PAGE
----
Trading Up

How Alberta’s Trades Can Build a Zero Carbon Future

High-performance buildings demand new skill sets and an integrated approach to ensure new technologies and systems work seamlessly together.

To create resilient buildings and communities that can withstand the worst impacts of climate change, buildings in design today must target zero carbon emissions while retrofits of existing buildings significantly reduce carbon.

Accelerating to zero carbon buildings requires the construction workforce to adapt, retrain, or upskill. Like other provinces, Alberta has an opportunity to leverage the demand for high-performance, zero carbon buildings to its advantage – creating jobs and growing the economy, while creating more resilient communities.

In Trading Up: How Alberta’s Trades can Build a Zero Carbon Future CaGBC explores the following questions: What are the zero carbon skills Alberta’s construction trades need, and how can this workforce be upskilled to meet the design, construction and retrofitting, of zero carbon buildings at scale? The study looks at gaps in the knowledge and skills training of Alberta tradespeople as well as barriers facing trades as they upskill for tomorrow’s low-carbon jobs.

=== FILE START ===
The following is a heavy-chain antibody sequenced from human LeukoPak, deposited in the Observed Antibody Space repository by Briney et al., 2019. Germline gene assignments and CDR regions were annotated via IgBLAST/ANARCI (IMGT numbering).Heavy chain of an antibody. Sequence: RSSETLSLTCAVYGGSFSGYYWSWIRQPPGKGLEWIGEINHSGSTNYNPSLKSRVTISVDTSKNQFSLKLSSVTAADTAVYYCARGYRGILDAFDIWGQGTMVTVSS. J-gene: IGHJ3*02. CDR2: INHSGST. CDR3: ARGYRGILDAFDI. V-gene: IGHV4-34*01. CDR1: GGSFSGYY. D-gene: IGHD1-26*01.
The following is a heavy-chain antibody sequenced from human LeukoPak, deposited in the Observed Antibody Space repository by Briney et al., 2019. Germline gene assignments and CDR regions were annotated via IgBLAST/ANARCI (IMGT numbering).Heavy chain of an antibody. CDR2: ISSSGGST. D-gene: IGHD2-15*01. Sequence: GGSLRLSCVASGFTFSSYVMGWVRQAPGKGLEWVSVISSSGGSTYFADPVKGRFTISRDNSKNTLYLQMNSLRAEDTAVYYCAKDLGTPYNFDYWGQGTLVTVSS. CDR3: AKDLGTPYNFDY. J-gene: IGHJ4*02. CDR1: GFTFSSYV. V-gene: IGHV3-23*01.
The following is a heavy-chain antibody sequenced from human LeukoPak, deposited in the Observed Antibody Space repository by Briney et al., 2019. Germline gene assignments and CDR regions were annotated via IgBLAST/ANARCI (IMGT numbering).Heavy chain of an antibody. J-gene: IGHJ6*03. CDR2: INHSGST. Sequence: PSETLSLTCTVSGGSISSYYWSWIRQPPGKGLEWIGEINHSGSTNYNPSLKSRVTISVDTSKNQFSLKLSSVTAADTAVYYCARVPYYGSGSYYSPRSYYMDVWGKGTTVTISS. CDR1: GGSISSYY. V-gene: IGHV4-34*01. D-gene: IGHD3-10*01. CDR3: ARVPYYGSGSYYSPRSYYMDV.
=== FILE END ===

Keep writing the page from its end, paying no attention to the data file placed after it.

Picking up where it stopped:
In the study, CaGBC also recommends actions designed to incentivize the adoption of zero carbon building expertise within the Alberta trades and to ensure that zero carbon training is relevant and accessible. The recommendations are structured to reflect the suggested lead organizations and bodies, including policy decision-makers, accreditation and professional bodies, and education and training providers.

 
 

Removing the barriers to tomorrow’s low-carbon jobs

In addition to identifying zero carbon skill gaps in Alberta’s construction workforce, identifying barriers to upskilling or acquiring those skills are critical steps to transitioning the industry toward a future of low-carbon jobs. During the study, several systemic barriers were identified that prevent Alberta’s trades workforce from adopting the new skills necessary to construct zero carbon buildings. These barriers must be addressed in order to drive the adoption of these new skills and to accelerate zero carbon building.

Alberta has a comparative advantage to other provinces, given its well established apprenticeship training system, which provides an ideal platform for facilitating the uptake of zero carbon skills.

 
 
 

For their invaluable support, we would like to thank the funder of this study, Energy Efficiency Alberta.